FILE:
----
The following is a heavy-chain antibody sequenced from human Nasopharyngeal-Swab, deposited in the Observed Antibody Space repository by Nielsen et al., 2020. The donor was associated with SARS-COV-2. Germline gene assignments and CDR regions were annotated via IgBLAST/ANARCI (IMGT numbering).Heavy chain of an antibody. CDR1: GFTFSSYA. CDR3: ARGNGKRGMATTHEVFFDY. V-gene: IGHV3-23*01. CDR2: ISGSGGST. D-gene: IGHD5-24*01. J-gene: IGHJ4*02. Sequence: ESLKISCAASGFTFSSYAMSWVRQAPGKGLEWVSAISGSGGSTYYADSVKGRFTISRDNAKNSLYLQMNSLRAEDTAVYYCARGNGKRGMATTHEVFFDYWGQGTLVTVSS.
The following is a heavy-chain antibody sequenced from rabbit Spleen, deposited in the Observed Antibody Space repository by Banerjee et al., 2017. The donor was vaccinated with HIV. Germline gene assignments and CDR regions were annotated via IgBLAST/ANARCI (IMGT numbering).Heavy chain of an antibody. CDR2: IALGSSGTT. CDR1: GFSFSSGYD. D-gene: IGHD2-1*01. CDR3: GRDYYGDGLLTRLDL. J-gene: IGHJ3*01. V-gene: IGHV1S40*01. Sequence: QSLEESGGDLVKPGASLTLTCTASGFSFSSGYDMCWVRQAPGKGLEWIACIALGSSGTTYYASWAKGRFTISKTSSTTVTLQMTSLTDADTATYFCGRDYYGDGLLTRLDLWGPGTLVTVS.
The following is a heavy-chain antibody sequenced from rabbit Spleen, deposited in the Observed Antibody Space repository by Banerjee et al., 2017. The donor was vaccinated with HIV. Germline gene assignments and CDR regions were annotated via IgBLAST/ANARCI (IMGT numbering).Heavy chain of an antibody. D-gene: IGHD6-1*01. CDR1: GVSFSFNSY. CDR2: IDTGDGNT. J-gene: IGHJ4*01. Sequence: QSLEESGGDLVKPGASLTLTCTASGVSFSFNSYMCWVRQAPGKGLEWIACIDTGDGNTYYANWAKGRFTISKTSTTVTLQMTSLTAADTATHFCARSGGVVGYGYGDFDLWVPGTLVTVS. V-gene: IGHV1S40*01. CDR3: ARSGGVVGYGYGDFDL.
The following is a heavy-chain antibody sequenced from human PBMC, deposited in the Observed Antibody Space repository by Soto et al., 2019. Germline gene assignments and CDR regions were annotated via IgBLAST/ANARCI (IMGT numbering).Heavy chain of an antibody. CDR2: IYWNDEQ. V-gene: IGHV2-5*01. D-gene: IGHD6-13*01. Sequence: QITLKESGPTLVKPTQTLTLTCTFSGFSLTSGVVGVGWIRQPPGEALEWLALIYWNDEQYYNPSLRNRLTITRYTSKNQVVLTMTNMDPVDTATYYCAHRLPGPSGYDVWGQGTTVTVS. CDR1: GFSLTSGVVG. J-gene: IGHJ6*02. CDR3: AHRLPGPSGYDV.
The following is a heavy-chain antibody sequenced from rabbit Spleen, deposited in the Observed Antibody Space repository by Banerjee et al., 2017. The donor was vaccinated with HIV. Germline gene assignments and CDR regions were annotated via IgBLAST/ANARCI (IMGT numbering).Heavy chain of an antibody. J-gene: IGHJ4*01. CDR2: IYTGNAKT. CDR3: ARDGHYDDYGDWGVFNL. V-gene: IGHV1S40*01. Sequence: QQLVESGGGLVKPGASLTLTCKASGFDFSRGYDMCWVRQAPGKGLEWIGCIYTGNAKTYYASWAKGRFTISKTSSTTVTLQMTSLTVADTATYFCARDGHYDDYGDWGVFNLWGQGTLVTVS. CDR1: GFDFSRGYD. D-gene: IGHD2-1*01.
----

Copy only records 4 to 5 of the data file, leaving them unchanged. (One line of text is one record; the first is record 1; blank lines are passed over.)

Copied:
The following is a heavy-chain antibody sequenced from human PBMC, deposited in the Observed Antibody Space repository by Soto et al., 2019. Germline gene assignments and CDR regions were annotated via IgBLAST/ANARCI (IMGT numbering).Heavy chain of an antibody. CDR2: IYWNDEQ. V-gene: IGHV2-5*01. D-gene: IGHD6-13*01. Sequence: QITLKESGPTLVKPTQTLTLTCTFSGFSLTSGVVGVGWIRQPPGEALEWLALIYWNDEQYYNPSLRNRLTITRYTSKNQVVLTMTNMDPVDTATYYCAHRLPGPSGYDVWGQGTTVTVS. CDR1: GFSLTSGVVG. J-gene: IGHJ6*02. CDR3: AHRLPGPSGYDV.
The following is a heavy-chain antibody sequenced from rabbit Spleen, deposited in the Observed Antibody Space repository by Banerjee et al., 2017. The donor was vaccinated with HIV. Germline gene assignments and CDR regions were annotated via IgBLAST/ANARCI (IMGT numbering).Heavy chain of an antibody. J-gene: IGHJ4*01. CDR2: IYTGNAKT. CDR3: ARDGHYDDYGDWGVFNL. V-gene: IGHV1S40*01. Sequence: QQLVESGGGLVKPGASLTLTCKASGFDFSRGYDMCWVRQAPGKGLEWIGCIYTGNAKTYYASWAKGRFTISKTSSTTVTLQMTSLTVADTATYFCARDGHYDDYGDWGVFNLWGQGTLVTVS. CDR1: GFDFSRGYD. D-gene: IGHD2-1*01.